Technology Aids Sustainability
Manufacturers increasingly pay attention to ESG requirements not only to enable Lean policy but also to attract employees and customers. Technology plays a significant role in this effort.
"Organizations are building new, true Industry 4.0 facilities from the ground up to maximize visibility and unlock new decision-making and performance-optimization capabilities," says Jason Bergstrom, Smart Factory Go-to-Market leader at Deloitte Consulting.
"One interesting benefit we see emerging from Industry 4.0 initiatives is the enhanced transparency provided to sustainability programs," says John Lytle, director, manufacturing, with global technology research and advisory firm ISG. "Reporting frameworks are emerging from the system integrators, leveraging the vast amounts of data these plant systems are generating to enhance and automate reporting."
"Many customers will continue to drive for higher levels of sustainability across their entire ecosystem, including additive manufacturing," says Reji Puthenveetil, executive vice president of Industrial Solutions at 3D Systems. "While AM is inherently less wasteful than subtractive processes, I expect there will be a need to address and provide strategies around the recyclability of advanced materials, bringing manufacturing closer to the customer (reducing transportation), energy used versus traditional methods, production on-demand, and other efficiencies that will lead to a sustainable future."
"Green tech start-ups are taking advantage of our new technologies faster. These agile players are amplifying this evolution with fresh eyes and willing attitudes," says Paul Rogers, president and CEO of the Americas at Hexagon AB’s Hexagon Manufacturing Intelligence division. "Heading into product development with the ability to measure quality parameters of design intent and simulate these results is leading the industry to reduced costs, accelerated time to market, and exciting new material development."
Automation’s Steady Robotic Advance
The staple technology when it comes to modernizing plants, automation now includes more than just large, industrial robots. Smaller cobots, often in the form of robot arms, work on the line near humans. And, autonomous mobile robots can handle material transport across plant floors.
This technology perfectly addresses the “three D’s” of plant operations—dirty, dull, and dangerous—and lets employees shift to tasks that require human intuition and problem-solving and/or upskill to new positions. In 2023, automation will continue to advance.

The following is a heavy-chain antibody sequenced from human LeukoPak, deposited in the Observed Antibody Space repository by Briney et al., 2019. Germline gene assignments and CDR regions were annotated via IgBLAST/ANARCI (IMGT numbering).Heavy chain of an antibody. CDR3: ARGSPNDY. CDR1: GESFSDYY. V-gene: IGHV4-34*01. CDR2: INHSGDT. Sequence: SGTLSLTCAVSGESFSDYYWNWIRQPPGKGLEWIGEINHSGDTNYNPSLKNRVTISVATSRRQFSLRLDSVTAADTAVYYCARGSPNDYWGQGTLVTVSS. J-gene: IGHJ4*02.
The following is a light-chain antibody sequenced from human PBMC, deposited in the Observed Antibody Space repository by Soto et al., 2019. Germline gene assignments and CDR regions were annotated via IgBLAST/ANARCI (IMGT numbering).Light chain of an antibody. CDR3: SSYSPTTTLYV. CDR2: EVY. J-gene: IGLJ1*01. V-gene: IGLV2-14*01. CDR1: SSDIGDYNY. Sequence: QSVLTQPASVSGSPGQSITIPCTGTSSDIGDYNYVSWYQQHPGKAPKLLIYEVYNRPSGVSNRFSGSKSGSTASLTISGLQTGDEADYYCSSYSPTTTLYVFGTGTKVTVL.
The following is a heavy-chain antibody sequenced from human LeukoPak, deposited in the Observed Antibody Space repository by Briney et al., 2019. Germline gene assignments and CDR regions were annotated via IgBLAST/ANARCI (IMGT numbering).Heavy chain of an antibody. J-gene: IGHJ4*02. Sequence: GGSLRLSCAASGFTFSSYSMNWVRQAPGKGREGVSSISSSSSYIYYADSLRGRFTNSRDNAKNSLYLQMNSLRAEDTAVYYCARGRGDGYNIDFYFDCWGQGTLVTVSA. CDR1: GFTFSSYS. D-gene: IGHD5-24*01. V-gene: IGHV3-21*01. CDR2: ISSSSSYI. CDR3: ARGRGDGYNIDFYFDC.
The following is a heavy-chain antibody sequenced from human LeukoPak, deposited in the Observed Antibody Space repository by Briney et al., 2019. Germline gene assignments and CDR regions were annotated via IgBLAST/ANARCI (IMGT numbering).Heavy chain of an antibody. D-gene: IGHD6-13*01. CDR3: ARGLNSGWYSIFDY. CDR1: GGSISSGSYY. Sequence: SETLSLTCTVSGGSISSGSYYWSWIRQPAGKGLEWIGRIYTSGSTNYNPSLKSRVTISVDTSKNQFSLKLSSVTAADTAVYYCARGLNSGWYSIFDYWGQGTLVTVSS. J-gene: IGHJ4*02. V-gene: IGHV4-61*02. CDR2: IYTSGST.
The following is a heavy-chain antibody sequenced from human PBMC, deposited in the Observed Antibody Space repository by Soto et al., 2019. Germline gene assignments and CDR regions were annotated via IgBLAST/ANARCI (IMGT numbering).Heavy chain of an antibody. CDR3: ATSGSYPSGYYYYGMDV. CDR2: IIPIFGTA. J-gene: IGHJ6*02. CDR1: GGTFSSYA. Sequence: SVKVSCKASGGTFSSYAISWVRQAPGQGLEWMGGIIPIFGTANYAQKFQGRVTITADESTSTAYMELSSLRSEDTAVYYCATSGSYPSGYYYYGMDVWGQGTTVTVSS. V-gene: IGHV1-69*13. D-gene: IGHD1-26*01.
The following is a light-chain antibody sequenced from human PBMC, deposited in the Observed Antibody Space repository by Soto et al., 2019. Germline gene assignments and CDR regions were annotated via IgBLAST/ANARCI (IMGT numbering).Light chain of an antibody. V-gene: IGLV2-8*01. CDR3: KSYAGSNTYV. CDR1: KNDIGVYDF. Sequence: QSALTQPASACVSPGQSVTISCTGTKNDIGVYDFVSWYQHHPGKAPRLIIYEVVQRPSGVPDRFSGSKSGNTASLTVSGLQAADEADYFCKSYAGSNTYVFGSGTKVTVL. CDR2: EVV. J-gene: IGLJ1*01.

“No-code and easier-to-use robotics will become more commonplace in 2023,” says Jeff Burnstein, president of the Association for Advancing Automation (A3). “Making robots easier to use, especially with no programming required, allows more companies to automate, especially small and medium-sized companies who are new to automation and don’t always have the in-house capabilities to handle complicated programming and set-up tasks.”
“Mobile robots should continue to show strong growth in the year ahead in manufacturing factories as well as warehouses and distribution centers, with the e-commerce demand and continued labor shortages. As every industry struggles to find people, the move to automation will continue” says Burnstein.
“In 2023, economic uncertainty will put additional momentum behind the technology that makes reshoring possible. In creating a distributed network of factories, automation offers a better handle on costs and enables a high level of flexibility that makes scaling easier,” says Paolo Avagliano, COO at Bright Machines.
“In addition, unlike manual labor, the cost of implementing an intelligent automation solution varies little across geographies, allowing the industry to move production from low- to higher-labor-cost regions to build closer to where they sell and mitigate future risk. As a result, the rise of resilient, software-driven automation mitigating the barriers to reshoring will continue in the coming years," Avagliano says.
Related technologies that serve robotics deployments will also see advances in 2023.
“Advancements in edge AI computation are helping to simplify robot programming and make them more adaptable. More efficient processing will require hardware accelerators to compute AI algorithms more efficiently,” says Matthias Thoma, robotics system manager at TI industrial systems.
“To enhance cobots, quality inspection, factory synchronization and inventory accuracy, companies will increase usage of computer vision regardless of their industry,” says Jason Bergstrom, Smart Factory Go-to-Market leader at Deloitte Consulting.